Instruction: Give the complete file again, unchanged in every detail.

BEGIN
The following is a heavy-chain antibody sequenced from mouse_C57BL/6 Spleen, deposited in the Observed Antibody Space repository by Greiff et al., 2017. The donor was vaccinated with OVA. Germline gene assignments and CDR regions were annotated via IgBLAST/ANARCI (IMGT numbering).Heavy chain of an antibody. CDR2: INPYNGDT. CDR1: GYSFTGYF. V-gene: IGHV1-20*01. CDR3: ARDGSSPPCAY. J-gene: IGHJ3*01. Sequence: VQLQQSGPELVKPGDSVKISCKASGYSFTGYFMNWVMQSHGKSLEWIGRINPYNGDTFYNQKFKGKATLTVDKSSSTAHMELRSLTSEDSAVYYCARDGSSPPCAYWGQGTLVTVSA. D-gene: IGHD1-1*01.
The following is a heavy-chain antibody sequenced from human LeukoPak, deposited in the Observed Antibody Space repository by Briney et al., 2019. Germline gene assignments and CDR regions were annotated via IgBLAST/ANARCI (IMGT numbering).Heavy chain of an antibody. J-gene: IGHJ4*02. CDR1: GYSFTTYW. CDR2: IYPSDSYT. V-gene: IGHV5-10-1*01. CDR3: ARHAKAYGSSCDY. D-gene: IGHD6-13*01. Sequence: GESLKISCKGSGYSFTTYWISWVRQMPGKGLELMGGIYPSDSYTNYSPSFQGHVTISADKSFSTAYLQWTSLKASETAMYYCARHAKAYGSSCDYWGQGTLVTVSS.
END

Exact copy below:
The following is a heavy-chain antibody sequenced from mouse_C57BL/6 Spleen, deposited in the Observed Antibody Space repository by Greiff et al., 2017. The donor was vaccinated with OVA. Germline gene assignments and CDR regions were annotated via IgBLAST/ANARCI (IMGT numbering).Heavy chain of an antibody. CDR2: INPYNGDT. CDR1: GYSFTGYF. V-gene: IGHV1-20*01. CDR3: ARDGSSPPCAY. J-gene: IGHJ3*01. Sequence: VQLQQSGPELVKPGDSVKISCKASGYSFTGYFMNWVMQSHGKSLEWIGRINPYNGDTFYNQKFKGKATLTVDKSSSTAHMELRSLTSEDSAVYYCARDGSSPPCAYWGQGTLVTVSA. D-gene: IGHD1-1*01.
The following is a heavy-chain antibody sequenced from human LeukoPak, deposited in the Observed Antibody Space repository by Briney et al., 2019. Germline gene assignments and CDR regions were annotated via IgBLAST/ANARCI (IMGT numbering).Heavy chain of an antibody. J-gene: IGHJ4*02. CDR1: GYSFTTYW. CDR2: IYPSDSYT. V-gene: IGHV5-10-1*01. CDR3: ARHAKAYGSSCDY. D-gene: IGHD6-13*01. Sequence: GESLKISCKGSGYSFTTYWISWVRQMPGKGLELMGGIYPSDSYTNYSPSFQGHVTISADKSFSTAYLQWTSLKASETAMYYCARHAKAYGSSCDYWGQGTLVTVSS.